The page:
Time- Time ki Baat hai : Part – I

Posted on October 22, 2010

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“I have seen the world Son!! Not for nothing I have these gray hair” said Mr. Anand Desai, 56 Years old businessman to his son Niraj Desai, 28 years old professional working with a leading IT company.  “No Dad, I am also a post-grad in technology. Not a kid anymore.”

Well the discussion started with, Niraj wanted to take a term insurance plan for himself and do an SIP to take care of his retirement fund, whereas Mr. Anand was pushing him to buy an endowment plan.

“Lets take your example Dad, you bought an endowment plan for 20 years in 1990 with a sum assured of Rs. 50,000. The plan matured in 2010 and we got a total amount of Rs. 1,02,500 (Sum Assured + Bonus). If we add up the premium paid up in all these years, it itself adds up to around Rs. 52,000. Now, we are thankful to God that you were safe and sound all these years. Let us imagine for two minutes, if something were to happen to you in say 2001 (when I was still studying) then the sum assured which we would have got was to be somewhere around Rs. 60,000- 70,000. What do you think, we would have been able to do with that amount? Also, how significant is the maturity amount which we have received now?”  Said Niraj putting his argument forward.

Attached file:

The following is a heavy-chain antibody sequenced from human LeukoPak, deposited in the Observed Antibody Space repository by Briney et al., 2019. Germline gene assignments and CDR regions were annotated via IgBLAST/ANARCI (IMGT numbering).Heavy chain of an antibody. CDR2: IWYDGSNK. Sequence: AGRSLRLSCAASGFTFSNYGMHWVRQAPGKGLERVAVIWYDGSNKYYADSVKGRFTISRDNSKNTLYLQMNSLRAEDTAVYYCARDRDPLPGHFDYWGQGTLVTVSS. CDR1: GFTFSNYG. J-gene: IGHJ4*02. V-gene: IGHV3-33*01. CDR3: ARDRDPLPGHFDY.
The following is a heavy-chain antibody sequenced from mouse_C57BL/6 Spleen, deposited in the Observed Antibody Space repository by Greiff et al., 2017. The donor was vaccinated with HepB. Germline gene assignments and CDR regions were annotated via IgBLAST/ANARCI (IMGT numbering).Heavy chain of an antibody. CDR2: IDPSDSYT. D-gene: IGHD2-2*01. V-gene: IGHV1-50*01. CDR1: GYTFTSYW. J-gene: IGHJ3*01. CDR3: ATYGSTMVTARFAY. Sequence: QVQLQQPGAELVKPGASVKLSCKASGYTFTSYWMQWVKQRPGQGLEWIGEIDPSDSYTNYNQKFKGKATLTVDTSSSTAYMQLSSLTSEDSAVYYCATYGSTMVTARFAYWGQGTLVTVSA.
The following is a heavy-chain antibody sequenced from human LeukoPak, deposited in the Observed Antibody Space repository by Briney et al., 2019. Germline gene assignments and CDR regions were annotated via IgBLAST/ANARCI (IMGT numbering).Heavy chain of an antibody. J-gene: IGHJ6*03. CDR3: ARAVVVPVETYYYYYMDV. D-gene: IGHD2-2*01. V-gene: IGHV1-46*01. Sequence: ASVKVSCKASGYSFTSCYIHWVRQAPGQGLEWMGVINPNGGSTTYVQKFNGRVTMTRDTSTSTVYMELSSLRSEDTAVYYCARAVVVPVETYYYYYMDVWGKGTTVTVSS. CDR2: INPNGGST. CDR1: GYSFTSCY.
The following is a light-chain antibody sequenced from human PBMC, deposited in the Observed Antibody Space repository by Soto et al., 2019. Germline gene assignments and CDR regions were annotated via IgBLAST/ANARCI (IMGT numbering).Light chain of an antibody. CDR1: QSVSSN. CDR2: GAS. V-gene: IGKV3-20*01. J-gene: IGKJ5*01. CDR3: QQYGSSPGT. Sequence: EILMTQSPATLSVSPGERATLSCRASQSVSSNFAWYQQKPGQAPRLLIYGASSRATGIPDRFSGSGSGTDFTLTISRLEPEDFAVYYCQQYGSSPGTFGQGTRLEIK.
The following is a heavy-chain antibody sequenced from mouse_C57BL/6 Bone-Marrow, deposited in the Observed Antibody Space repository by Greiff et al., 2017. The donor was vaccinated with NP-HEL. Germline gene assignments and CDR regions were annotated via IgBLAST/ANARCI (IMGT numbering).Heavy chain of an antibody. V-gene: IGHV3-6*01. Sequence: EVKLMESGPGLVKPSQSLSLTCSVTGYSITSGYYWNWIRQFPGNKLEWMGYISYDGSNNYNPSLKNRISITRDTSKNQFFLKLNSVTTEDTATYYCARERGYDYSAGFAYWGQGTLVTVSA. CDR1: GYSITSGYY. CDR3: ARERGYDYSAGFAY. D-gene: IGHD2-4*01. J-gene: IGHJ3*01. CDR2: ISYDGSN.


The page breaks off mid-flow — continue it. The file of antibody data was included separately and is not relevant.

“You mean to say, I was a fool to do that at that time ??” asked the enraged father.

“No Dad, your decision at that time was right taking into account the situation at that time. In those days,

  1. If you wanted to save tax, there was a compulsion to invest Rs. 20K in PPF, 20K in NSC and 20K in LIP. So largely, the government itself made the investment plan for you.